Kidney Stone Treatments
Northwestern Medicine Urology treats kidney stones and kidney infections in both adult and pediatric patients. Your physician will decide which treatment options are best for you based on:
- Your age, overall health and medical history
- Extent of the disease, such as stone size, location and composition
- Your tolerance for specific medications, procedures or therapiesv
- Expectations for the course of the disease
You and your physician will discuss your options for treatment and work together to create a treatment plan for you.
Types of Treatment
Medication can help reduce your pain relief until your stone passes.
Your physician can insert a small scope to view and remove smaller stones in the ureter or kidney. How they remove the stone will depend on the size of the stone. They will remove smaller stones with a basket. They will use a laser to break up a stone that is too large to remove with a basket. This is an outpatient surgical procedure with a short recovery time. Your physician may also insert a ureteral stent during this procedure.
A ureteral stent is a plastic piece of tubing that a surgeon will place from the kidney to the bladder. It allows urine to drain until the swelling from a stone removal procedure stops. They may also place a stent if a stone is causing blockage and you have an infection. If your physician leaves the stent on a string, you can remove the stent at home. Your physician may also remove it in the office using a tiny scope. Ureteral stents can be uncomfortable, causing cramping and an urge to urinate. Removing the stent helps with these symptoms.
Shock Wave Lithotripsy
In this outpatient procedure, your physician will use high-energy acoustic pulses to break up the stone into smaller pieces. It does not require a stent. The procedure is usually easy to tolerate and causes little pain. However, you must pass the small fragments over days to weeks after the procedure. There is a risk that not all pieces will pass.
Percutaneous Nephrolithotomy or Mini Percutaneous Nephrolithotomy
This procedure, also called PCNL, involves removing the stone through a small incision in the back. This procedure allows for complete removal of larger stones or stones that are infected. Your physician will make a small incision (1 to 2 centimeters) in your back. Then, they will use an X-ray or ultrasound to better see the kidney. They will use special instruments to break up and then suction out the stones.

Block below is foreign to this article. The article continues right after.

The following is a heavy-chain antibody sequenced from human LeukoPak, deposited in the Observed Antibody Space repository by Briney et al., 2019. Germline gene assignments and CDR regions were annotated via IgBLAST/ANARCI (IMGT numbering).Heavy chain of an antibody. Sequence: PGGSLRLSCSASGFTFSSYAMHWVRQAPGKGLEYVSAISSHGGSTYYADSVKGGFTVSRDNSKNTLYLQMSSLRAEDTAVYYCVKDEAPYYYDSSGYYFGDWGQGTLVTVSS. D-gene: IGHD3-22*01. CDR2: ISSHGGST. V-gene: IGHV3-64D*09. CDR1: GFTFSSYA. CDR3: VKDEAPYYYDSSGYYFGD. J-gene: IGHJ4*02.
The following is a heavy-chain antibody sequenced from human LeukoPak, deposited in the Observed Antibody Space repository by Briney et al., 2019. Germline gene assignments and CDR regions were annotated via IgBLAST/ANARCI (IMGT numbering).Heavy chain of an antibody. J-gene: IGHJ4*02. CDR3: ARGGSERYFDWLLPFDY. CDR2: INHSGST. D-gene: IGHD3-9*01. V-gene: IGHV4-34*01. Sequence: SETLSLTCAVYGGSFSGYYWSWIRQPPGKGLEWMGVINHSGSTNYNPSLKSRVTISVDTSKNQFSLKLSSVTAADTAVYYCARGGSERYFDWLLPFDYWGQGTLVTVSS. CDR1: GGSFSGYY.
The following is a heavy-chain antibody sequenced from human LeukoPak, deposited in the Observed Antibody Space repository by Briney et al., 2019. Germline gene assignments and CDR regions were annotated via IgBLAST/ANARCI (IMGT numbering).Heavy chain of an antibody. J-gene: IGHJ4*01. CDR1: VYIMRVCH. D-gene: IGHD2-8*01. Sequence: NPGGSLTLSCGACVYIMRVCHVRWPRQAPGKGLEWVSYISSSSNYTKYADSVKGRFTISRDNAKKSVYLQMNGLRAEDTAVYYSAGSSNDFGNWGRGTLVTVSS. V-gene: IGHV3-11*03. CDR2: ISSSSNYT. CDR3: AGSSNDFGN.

PCNL has the highest stone-free rate of any surgical procedure. But recovery time can be longer, generally 2 weeks. With smaller instruments now available, PCNL can be an outpatient procedure or require just a single overnight stay for some patients. The surgeon may temporarily place a small tube that comes out of the incision for drainage, or they may place only a ureteral stent.
Suggestions to Help Prevent Kidney Stones
If you have had a kidney stone, your physician may suggest a full metabolic evaluation. This includes a blood test to check levels of certain substances, such as body pH, calcium, uric acid, phosphorous, sodium and potassium. This information can help your physician recommend some preventive measures to avoid kidney stones in the future.
Some suggestions may include:
- Increasing your daily fluid intake, up to 3 liters of fluid a day
- Eating more foods with citric acid (citrus fruits and certain beverages are a good source of citric acid)
- Limiting salt intake to 1,500 to 2,300 milligrams a day
- Limiting your animal protein intake (aim for portions of 4 ounces or less with meals)
- Taking certain medications to either improve your urinary pH, decrease your urinary calcium levels or decrease your urinary oxalate levels